This article was originally published on The Conversation.
Donald Glover, under his hip-hop pseudonym Childish Gambino, recently released a provocative music video for his single, “This Is America.”
The video, with its violent imagery and references to blackface minstrels, came as a surprise for Childish Gambino fans previously accustomed to his witty, sardonic style. As a result, it has been the subject of much analysis by fans and scholars alike.
As a black popular culture scholar, I find the most intriguing conversations have been about Glover’s creative genius. The focus on Glover’s creativity shifts us away from discussions of his black nerd persona, about which I have previously written. Music has been one of the few arenas in which African-Americans have been afforded genius status. The locus for this shift is hip-hop. Hip-hop, however, historically has been subject to criticism, not acclaim.
Hip-hop and black genius
These proclamations of Glover’s genius coincide not only with the hip-hop’s coming of age, but also with Glover’s creative growth.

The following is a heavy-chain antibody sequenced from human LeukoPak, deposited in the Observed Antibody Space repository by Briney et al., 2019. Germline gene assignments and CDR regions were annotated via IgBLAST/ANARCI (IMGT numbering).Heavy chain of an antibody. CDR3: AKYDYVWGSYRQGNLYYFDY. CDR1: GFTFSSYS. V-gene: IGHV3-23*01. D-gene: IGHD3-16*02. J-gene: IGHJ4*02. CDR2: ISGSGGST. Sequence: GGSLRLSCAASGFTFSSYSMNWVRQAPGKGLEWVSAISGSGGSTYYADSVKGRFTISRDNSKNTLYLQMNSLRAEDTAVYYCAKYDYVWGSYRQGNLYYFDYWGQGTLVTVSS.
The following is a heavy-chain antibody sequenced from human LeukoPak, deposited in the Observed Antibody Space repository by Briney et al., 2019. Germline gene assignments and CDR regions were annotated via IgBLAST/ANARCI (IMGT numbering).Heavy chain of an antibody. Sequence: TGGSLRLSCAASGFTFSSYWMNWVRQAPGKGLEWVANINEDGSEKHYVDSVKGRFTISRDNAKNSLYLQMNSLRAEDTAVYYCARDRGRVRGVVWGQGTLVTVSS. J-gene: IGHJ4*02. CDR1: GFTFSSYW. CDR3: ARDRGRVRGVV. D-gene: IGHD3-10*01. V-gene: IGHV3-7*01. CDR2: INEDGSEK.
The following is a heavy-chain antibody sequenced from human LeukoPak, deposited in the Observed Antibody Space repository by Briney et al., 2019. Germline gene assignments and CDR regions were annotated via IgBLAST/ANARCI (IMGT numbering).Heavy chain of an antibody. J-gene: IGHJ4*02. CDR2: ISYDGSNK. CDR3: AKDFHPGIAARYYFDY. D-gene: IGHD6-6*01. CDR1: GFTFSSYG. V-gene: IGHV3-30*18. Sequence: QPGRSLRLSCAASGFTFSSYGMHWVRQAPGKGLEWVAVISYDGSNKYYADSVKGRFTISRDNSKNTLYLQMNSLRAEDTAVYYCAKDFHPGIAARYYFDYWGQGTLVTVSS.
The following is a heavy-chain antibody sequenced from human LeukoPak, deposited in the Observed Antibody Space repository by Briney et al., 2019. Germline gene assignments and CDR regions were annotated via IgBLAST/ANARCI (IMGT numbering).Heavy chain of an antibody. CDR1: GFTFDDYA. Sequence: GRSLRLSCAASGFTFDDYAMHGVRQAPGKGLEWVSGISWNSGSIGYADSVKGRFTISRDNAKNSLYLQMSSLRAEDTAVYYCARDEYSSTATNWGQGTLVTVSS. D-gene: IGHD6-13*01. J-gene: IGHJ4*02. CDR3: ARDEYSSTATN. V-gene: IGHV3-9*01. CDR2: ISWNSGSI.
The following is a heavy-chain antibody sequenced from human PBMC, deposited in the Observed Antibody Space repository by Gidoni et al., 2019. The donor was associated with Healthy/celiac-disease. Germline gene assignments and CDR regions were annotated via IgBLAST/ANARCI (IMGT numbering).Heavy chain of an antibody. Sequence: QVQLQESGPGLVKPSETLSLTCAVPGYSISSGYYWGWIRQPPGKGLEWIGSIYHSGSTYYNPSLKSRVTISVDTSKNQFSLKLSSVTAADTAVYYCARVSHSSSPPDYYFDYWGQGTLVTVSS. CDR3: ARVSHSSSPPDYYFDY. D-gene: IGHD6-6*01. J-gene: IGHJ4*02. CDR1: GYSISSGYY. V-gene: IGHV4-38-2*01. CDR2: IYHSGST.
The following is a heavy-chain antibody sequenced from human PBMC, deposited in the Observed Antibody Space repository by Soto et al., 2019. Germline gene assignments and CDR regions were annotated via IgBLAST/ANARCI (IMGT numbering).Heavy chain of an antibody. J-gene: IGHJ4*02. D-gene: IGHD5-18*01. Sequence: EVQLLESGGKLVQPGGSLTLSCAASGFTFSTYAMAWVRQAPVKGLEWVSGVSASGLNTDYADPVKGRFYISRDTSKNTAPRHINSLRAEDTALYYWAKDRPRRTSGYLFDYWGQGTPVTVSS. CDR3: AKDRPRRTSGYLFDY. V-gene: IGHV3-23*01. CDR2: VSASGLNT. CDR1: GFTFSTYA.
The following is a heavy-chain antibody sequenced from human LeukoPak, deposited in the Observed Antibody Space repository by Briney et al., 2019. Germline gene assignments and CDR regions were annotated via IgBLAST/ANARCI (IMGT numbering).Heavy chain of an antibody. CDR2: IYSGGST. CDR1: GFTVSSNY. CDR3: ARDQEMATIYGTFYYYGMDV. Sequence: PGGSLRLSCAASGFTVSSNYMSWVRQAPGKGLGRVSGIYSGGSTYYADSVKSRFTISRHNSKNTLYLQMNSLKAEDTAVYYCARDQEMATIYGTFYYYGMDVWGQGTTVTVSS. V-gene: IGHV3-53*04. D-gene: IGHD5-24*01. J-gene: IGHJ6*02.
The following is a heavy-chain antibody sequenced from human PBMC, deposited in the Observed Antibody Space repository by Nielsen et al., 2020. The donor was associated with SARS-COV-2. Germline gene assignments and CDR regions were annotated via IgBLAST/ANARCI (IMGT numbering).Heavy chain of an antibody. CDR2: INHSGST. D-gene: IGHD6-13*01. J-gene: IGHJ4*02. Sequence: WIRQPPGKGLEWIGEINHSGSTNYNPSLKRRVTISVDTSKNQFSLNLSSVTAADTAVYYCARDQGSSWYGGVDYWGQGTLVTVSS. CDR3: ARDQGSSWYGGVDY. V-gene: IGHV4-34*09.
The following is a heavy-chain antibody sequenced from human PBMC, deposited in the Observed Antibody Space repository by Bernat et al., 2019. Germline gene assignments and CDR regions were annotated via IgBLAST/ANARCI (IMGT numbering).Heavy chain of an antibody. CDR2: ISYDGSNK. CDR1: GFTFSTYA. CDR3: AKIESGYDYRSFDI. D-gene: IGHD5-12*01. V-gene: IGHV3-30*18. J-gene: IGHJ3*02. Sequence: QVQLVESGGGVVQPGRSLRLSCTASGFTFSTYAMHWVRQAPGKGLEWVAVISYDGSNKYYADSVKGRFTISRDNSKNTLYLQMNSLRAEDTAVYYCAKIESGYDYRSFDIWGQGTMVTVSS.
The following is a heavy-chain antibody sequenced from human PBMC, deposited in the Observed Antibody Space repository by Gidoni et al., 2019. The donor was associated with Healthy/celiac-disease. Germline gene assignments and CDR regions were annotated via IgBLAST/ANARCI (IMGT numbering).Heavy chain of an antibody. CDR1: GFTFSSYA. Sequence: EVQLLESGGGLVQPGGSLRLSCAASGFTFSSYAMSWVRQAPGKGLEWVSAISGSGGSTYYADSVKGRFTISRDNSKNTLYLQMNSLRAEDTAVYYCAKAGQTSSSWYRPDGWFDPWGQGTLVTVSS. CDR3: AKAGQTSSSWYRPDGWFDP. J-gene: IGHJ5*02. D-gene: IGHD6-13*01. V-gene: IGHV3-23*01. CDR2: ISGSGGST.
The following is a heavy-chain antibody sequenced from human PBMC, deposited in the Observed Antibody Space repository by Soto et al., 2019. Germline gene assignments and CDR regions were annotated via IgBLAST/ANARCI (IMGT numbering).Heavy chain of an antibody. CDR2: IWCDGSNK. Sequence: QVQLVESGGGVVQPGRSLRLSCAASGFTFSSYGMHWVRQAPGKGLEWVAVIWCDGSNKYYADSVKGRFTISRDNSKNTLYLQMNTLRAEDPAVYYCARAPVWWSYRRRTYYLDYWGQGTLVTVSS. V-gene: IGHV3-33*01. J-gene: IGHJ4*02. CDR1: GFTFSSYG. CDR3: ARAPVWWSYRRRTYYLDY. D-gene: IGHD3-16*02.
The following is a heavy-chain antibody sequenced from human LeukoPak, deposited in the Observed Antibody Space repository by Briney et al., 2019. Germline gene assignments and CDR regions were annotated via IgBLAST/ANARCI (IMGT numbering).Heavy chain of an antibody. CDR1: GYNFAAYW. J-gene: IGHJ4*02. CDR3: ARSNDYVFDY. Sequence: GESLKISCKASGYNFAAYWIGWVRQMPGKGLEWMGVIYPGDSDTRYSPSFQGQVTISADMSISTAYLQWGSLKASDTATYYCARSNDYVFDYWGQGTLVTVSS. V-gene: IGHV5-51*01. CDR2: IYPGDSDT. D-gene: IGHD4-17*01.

Recently, the genre has been receiving its genius bona fides, with Lin-Manuel Miranda’s hip-hop musical “Hamilton” receiving the 2016 Pulitzer Prize in drama and rapper Kendrick Lamar receiving the 2018 Pulitzer Prize in music for his album, “DAMN.” These events coincide with hip-hop surpassing rock as the most-purchased music genre in the United States.
Glover is no stranger to being hailed as a genius, though it mostly has been for his work on his FX series “Atlanta.” “This Is America,” however, represents Glover’s maturation as a recording artist. Though also praised for Childish Gambino’s 2016 funk album “Awaken, My Love!” he faced concerns about whether it was an ode to or mere imitation of soul and funk legend George Clinton.
Nonetheless, “This Is America,” like “Atlanta,” mostly has been lauded for its authenticity and originality, both of which historically have served as hallmarks of genius. Both use hip-hop as the means for, and subject of, Glover’s interrogation of race and representation and suggest that he has shed the frivolity for which Childish Gambino previously had been known.
Who gets to be a "black genius"?
Genius is often contested and granted to a rare few. Indeed, though Glover and hip-hop gradually have been afforded genius status, black women in hip-hop have not.
Who grants genius status? Much of Glover’s critical acclaim has come from white critics, which explains why some black listeners approach Glover and “This Is America” with trepidation.
That said, rising filmmaker and Glover’s contemporary Lena Waithe — known best for her work on “Master of None” — heralded “This Is America” as the “truth dipped in chocolate brilliance.” “This Is America” indicates that Glover may be reaching his prime.